EEO Laws and Regulations

​​​The NTSB is committed to providing equal employment opportunity; eliminating discrimination in employment; and maintaining an environment that is free from any form of prohibited discrimination. The NTSB will provide a prompt, fair and impartial review, and adjudication of any allegation of discrimination. We are committed to equal employment opportunity principles and practices in all of our management decisions and personnel practices.

Title VII of the Civil Rights Act of 1964​

This law makes it illegal to discriminate against someone on the basis of race, color, religion, national origin, or sex. The law also makes it illegal to retaliate against a person because the person complained about discrimination, filed a charge of discrimination, or participated in an employment discrimination investigation or lawsuit. The law also requires that employers reasonably accommodate applicants' and employees sincerely held religious practices, unless doing so would impose an undue hardship on the operation of the employer's business.

The U.S. Supreme Court ruled on June 15, 2020 that the language of the Civil Rights Act of 1964, which prohibits sex discrimination, applies to discrimination based on sexual orientation and gender identity.

The Pregnancy Discrimination Act​

This law amended Title VII to make it illegal to discriminate against a woman because of pregnancy, childbirth, or a medical condition related to pregnancy or childbirth. The law also makes it illegal to retaliate against a person because the person complained about discrimination, filed a charge of discrimination, or participated in an employment discrimination investigation or lawsuit.

The Equal Pay Act of 1963​

This law makes it illegal to pay different wages to men and women if they perform equal work in the same workplace. The law also makes it illegal to retaliate against a person because the person complained about discrimination, filed a charge of discrimination, or participated in an employment discrimination investigation or lawsuit.

The Age Discrimination in Employment Act of 1967​

This law protects people who are 40 or older from discrimination because of age. The law also makes it illegal to retaliate against a person because the person complained about discrimination, filed a charge of discrimination, or participated in an employment discrimination investigation or lawsuit.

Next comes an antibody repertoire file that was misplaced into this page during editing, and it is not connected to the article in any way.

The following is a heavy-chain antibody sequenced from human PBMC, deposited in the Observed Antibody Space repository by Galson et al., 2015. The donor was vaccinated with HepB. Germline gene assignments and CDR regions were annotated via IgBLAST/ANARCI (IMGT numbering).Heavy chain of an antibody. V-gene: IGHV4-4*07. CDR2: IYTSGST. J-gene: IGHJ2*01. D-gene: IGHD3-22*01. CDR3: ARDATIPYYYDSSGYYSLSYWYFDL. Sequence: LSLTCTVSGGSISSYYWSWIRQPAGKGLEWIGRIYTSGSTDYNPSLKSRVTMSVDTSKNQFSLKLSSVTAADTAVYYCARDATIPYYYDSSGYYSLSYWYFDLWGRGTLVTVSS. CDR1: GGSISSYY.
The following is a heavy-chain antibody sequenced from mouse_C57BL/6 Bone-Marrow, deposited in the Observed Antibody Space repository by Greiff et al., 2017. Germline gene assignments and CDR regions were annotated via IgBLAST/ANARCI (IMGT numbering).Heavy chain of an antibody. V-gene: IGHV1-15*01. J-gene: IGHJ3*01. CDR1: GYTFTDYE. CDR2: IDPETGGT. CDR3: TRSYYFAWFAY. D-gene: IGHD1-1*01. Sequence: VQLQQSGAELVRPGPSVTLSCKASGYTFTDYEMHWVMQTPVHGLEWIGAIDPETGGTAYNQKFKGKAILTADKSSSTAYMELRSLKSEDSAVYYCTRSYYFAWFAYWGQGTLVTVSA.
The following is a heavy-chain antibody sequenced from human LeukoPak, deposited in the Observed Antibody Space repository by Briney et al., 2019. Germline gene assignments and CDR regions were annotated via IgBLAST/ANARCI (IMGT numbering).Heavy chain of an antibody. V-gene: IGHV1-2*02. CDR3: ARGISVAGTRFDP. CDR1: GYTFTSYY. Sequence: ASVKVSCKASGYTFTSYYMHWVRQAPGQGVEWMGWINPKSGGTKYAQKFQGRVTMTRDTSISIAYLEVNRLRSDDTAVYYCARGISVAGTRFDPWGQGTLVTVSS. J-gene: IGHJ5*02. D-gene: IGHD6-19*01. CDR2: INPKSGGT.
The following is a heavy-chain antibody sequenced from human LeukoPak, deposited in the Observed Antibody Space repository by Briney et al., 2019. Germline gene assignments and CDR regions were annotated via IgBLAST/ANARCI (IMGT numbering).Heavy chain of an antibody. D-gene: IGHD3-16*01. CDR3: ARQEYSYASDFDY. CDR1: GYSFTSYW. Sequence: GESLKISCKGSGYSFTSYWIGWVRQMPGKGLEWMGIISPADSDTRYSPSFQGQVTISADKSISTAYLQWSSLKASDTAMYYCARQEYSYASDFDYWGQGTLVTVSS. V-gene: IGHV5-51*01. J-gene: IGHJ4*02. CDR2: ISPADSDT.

Title I of the Americans with Disabilities Act of 1990

This law makes it illegal to discriminate against a qualified person with a disability in the private sector and in state and local governments. The law also makes it illegal to retaliate against a person because the person complained about discrimination, filed a charge of discrimination, or participated in an employment discrimination investigation or lawsuit. The law also requires that employers reasonably accommodate the known physical or mental limitations of an otherwise qualified individual with a disability who is an applicant or employee, unless doing so would impose an undue hardship on the operation of the employer's business.

Sections 102 and 103 of the Civil Rights Act of 1991

Among other things, this law amends Title VII and the ADA to permit jury trials and compensatory and punitive damage awards in intentional discrimination cases.

Sections 501 and 505 of the Rehabilitation Act of 1973​

This law makes it illegal to discriminate against a qualified person with a disability in the federal government. The law also makes it illegal to retaliate against a person because the person complained about discrimination, filed a charge of discrimination, or participated in an employment discrimination investigation or lawsuit. The law also requires that employers reasonably accommodate the known physical or mental limitations of an otherwise qualified individual with a disability who is an applicant or employee, unless doing so would impose an undue hardship on the operation of the employer's business.

The Genetic Information Nondiscrimination Act of 2008

This law makes it illegal to discriminate against employees or applicants because of genetic information. Genetic information includes information about an individual's genetic tests and the genetic tests of an individual's family members, as well as information about any disease, disorder or condition of an individual's family members (i.e., an individual's family medical history). The law also makes it illegal to retaliate against a person because the person complained about discrimination, filed a charge of discrimination, or participated in an employment discrimination investigation or lawsuit.

Other practices prohibited by the Civil Service Reform Act of 1978 (5 U.S.C. § 2302) and Executive Order 11478​

In addition to the prohibitions contained in anti-discrimination laws, under merit system principles and Executive Order 11478 no personnel action in the federal government may be based on an individual's:

  • Sexual Orientation. 
  • Status as a Parent. 
  • Marital Status; or 
  • Political Affiliation.